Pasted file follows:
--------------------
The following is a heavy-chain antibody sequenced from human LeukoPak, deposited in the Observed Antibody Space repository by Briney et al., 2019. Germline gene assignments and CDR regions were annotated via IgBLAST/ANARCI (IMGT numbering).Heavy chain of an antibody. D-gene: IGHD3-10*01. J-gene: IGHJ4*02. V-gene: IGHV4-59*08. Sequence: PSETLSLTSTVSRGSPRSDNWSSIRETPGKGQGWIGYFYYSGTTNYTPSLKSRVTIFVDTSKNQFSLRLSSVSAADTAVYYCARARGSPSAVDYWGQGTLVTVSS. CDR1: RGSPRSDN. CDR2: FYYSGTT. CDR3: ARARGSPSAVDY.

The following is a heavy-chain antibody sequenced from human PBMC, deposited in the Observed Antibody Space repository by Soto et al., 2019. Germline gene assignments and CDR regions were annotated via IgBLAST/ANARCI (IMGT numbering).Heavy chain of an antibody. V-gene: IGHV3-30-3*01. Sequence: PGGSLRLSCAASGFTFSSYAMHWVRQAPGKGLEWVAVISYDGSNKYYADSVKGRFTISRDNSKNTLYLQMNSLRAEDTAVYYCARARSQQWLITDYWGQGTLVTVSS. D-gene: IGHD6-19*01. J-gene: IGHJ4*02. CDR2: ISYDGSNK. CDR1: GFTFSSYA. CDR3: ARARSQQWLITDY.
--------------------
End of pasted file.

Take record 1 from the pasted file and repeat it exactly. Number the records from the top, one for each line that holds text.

The following is a heavy-chain antibody sequenced from human LeukoPak, deposited in the Observed Antibody Space repository by Briney et al., 2019. Germline gene assignments and CDR regions were annotated via IgBLAST/ANARCI (IMGT numbering).Heavy chain of an antibody. D-gene: IGHD3-10*01. J-gene: IGHJ4*02. V-gene: IGHV4-59*08. Sequence: PSETLSLTSTVSRGSPRSDNWSSIRETPGKGQGWIGYFYYSGTTNYTPSLKSRVTIFVDTSKNQFSLRLSSVSAADTAVYYCARARGSPSAVDYWGQGTLVTVSS. CDR1: RGSPRSDN. CDR2: FYYSGTT. CDR3: ARARGSPSAVDY.